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Michael Innes (the academic J I M Stewart), is hardly a neglected crime writer; I’ve had a lot of his books in green Penguin crime editions over the years and see that I still have a couple after numerous book purges. The Daffodil Affair was first published in 1942 and has now been reissued by Ipso Books, ‘a digital publishing company, dedicated to bringing readers dynamic writing from classic and contemporary authors.’ It begins so well. A young London girl disappears, presumed abducted. This is a matter for Scotland Yard detective Hudspith, who is obsessed by the terrible things that happen to girls. Almost simultaneously, an apparently valueless horse called Daffodil is stolen. This sends Innes’ hero Appleby up to Yorkshire at the request of his aunt, whose friend is upset by the loss of her favourite carriage horse. On a detour in Harrogate, Appleby fortuitously witnesses the disappearance of another girl, one with the reputation of being a witch. Back in London, an entire eighteenth century house, reputedly haunted, just disappears. What can be the connection between these strange events? Everything is set up for an Appleby investigation of something extraordinary.

Unfortunately, this is where the book lost me. We are to believe that an important man like Appleby would look into horse theft. Then, which really stretches credulity, that two Scotland Yard men travel to South America, in wartime, in pursuit of horse, girls and house, with no evidence of a crime. More, they travel in company with the people responsible and know they are doing so and might get bumped off at any moment. We then spend an uncomfortable time travelling up an unnamed South American river full of alligators to an unnamed jungle area full of ‘savages’. The crime is quite outside the scope of normal detective work. At one point, Hudspith says, ‘We’re in a sort of hodge-podge of fantasy and harumscarum adventure that isn’t a proper detective story at all. We might be by Michael Innes.’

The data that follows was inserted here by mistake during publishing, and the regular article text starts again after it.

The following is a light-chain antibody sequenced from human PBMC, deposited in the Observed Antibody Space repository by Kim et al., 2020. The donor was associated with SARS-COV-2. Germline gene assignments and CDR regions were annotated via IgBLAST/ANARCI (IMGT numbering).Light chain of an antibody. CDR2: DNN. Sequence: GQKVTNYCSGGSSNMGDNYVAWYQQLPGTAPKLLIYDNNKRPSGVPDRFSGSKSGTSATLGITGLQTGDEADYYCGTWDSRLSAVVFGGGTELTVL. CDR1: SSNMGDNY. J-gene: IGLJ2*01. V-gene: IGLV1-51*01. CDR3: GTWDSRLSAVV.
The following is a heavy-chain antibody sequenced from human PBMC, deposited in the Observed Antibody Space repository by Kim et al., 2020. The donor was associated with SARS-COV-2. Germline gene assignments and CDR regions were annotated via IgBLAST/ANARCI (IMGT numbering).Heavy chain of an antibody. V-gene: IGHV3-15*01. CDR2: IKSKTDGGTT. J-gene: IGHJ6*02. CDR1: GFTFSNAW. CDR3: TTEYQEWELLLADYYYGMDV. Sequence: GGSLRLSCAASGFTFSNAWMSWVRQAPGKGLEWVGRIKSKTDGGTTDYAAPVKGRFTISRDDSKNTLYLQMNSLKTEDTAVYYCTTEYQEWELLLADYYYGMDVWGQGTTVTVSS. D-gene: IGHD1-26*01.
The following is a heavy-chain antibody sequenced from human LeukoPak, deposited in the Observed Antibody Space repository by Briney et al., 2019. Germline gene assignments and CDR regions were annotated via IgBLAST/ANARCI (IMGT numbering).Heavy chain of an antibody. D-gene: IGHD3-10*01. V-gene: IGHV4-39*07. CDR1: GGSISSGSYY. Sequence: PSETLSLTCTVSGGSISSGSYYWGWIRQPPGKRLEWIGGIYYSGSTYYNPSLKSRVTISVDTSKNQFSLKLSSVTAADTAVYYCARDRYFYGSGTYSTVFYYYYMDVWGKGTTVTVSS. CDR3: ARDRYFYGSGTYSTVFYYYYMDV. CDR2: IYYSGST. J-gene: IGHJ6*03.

‘Innes? I’ve never heard of him.’ Replies Appleby. Clever. The whole book is clever, full of allusions for those who get them. Of course, Appleby solves the case but the greatest mystery remains (for me), how did they get the horse back to England?

I admit that a lot of my disappointment with the book is due to my irrational dislike of anything to do with South American jungles. I always think of The Man Who Liked Dickens. If you have no such prejudices, this is a witty and entertaining novel. I read it thanks to NetGalley.
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Whilst I really enjoy reading Michael Innes stories, they do require some getting into, unfortunately this one did not meet the mark.  It was as if he wasn't sure where the story was going himself, and I felt I was in a "boys own" adventure book. It is quite typical of the era but a little too far fetch adventure for my taste, although as always well written and interesting in it own way.
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Innes’ Appleby and Hudspeth remind me a lot of Christopher Fowler’s Bryant and May mysteries.  They have the same improbabilities wrapped up in a (sort of) reasonable explanation.  Appleby travels to South America to solve the disappearance of a witch, a house, and a horse.  He sorted out the explanation far before I did!
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Old-school, intellectual puzzler - Innes might be an acquired taste, but always entertaining.